Location: Norway, Kjensvatn
Photographer: Hans Fredrik Asbjørnsen
From Lake Gressvatn in the upper left corner of the photo, the water will run in a six-kilometre long tunnel down to the newly constructed power station when the work is complete. Until then, the water will be taken from the old river course. The entry point of the tunnel, where personnel and loaders drive out tons of rock each day, can be seen in the right in the photo.
The Kjensvatn power plant, which will produce 80 GWh annually, is being developed at the foot of Northern Norway’s largest mountain, Mount Oksskolten in Hemnes municipality. The area is as majestic as it is desolate.
Just how desolate? Once you get off the nearest public road, you have 50 kilometres of construction road before the new power station emerges as a dark speck in the white landscape.
The development comprises three construction areas. One is the power station itself, the other is the construction of an 800-metre transmission tunnel and at the third site, a 20-kilometre 22 KV power line is taking shape.
“There are certain apparent challenges associated with constructing a new power plant in such a rugged area in the middle of winter,” says Leif Nordseth, project manager for the development of the Kjensvatn power plant.
There are certain apparent challenges associated with constructing a new power plant in such a rugged area in the middle of winter.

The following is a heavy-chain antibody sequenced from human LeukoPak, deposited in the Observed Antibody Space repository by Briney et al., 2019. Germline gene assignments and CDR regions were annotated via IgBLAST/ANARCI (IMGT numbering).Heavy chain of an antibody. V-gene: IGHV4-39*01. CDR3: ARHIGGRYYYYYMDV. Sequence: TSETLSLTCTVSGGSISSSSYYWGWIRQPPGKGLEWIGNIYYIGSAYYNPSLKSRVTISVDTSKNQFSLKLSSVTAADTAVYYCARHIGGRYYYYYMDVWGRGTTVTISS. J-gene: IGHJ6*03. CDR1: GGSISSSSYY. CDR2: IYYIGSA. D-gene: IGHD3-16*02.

“For instance, we don’t have road access to all the construction sites. Snowmobiles are therefore the only real transport option in these areas.”
The personnel at the power station are not guaranteed that the construction road is open at all times. Until now, the road has not been closed for more than just a few hours at a time, but during these situations, HSE restrictions on what kind of work can be performed are in effect.
“Statkraft has about eight people who work full time on the project,” says Nordseth.
“We also have 70 people from contractors Bleikvassli Gruber AS, Salten Nettjenester and Leonhard Nilsen AS. These are companies based in Northern Norway and all have broad experience with working in the mountains during winter.”
Progress is slightly behind schedule, but Nordseth and his colleagues believe they will complete the work on time.
Commissioning and test production will start as planned in August 2014.
Text: Cato Gjertsen
Photo: Hans Fredrik Asbjørnsen
The article is also published in Statkraft's magazine People & Power no. 1/2013
06. Mar. 2013